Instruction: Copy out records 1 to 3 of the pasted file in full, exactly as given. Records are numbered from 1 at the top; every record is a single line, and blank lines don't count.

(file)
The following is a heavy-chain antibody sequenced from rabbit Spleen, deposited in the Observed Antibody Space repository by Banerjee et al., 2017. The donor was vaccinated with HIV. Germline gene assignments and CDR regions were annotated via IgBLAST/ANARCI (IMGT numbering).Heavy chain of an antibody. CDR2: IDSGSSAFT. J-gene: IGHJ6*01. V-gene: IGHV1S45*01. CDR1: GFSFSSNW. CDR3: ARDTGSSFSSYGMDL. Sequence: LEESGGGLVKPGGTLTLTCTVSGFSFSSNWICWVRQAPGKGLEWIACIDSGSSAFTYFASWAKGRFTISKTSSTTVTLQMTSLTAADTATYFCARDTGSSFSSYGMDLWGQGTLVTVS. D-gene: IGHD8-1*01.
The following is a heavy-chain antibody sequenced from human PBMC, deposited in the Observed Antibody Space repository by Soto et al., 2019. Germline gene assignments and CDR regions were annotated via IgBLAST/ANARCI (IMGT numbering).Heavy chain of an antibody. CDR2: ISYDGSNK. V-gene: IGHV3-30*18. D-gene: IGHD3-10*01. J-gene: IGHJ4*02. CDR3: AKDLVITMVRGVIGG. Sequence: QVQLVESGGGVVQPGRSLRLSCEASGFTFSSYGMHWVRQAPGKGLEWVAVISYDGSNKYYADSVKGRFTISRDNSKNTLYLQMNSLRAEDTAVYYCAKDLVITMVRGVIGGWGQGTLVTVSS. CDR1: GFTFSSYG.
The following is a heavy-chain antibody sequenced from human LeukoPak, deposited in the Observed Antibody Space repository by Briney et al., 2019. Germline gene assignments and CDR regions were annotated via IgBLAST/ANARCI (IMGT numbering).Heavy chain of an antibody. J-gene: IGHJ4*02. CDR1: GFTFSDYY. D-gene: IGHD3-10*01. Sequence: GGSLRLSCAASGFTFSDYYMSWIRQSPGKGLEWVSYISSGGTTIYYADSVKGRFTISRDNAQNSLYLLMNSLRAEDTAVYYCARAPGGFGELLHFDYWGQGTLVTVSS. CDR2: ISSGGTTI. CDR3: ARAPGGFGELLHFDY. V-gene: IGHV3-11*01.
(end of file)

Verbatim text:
The following is a heavy-chain antibody sequenced from rabbit Spleen, deposited in the Observed Antibody Space repository by Banerjee et al., 2017. The donor was vaccinated with HIV. Germline gene assignments and CDR regions were annotated via IgBLAST/ANARCI (IMGT numbering).Heavy chain of an antibody. CDR2: IDSGSSAFT. J-gene: IGHJ6*01. V-gene: IGHV1S45*01. CDR1: GFSFSSNW. CDR3: ARDTGSSFSSYGMDL. Sequence: LEESGGGLVKPGGTLTLTCTVSGFSFSSNWICWVRQAPGKGLEWIACIDSGSSAFTYFASWAKGRFTISKTSSTTVTLQMTSLTAADTATYFCARDTGSSFSSYGMDLWGQGTLVTVS. D-gene: IGHD8-1*01.
The following is a heavy-chain antibody sequenced from human PBMC, deposited in the Observed Antibody Space repository by Soto et al., 2019. Germline gene assignments and CDR regions were annotated via IgBLAST/ANARCI (IMGT numbering).Heavy chain of an antibody. CDR2: ISYDGSNK. V-gene: IGHV3-30*18. D-gene: IGHD3-10*01. J-gene: IGHJ4*02. CDR3: AKDLVITMVRGVIGG. Sequence: QVQLVESGGGVVQPGRSLRLSCEASGFTFSSYGMHWVRQAPGKGLEWVAVISYDGSNKYYADSVKGRFTISRDNSKNTLYLQMNSLRAEDTAVYYCAKDLVITMVRGVIGGWGQGTLVTVSS. CDR1: GFTFSSYG.
The following is a heavy-chain antibody sequenced from human LeukoPak, deposited in the Observed Antibody Space repository by Briney et al., 2019. Germline gene assignments and CDR regions were annotated via IgBLAST/ANARCI (IMGT numbering).Heavy chain of an antibody. J-gene: IGHJ4*02. CDR1: GFTFSDYY. D-gene: IGHD3-10*01. Sequence: GGSLRLSCAASGFTFSDYYMSWIRQSPGKGLEWVSYISSGGTTIYYADSVKGRFTISRDNAQNSLYLLMNSLRAEDTAVYYCARAPGGFGELLHFDYWGQGTLVTVSS. CDR2: ISSGGTTI. CDR3: ARAPGGFGELLHFDY. V-gene: IGHV3-11*01.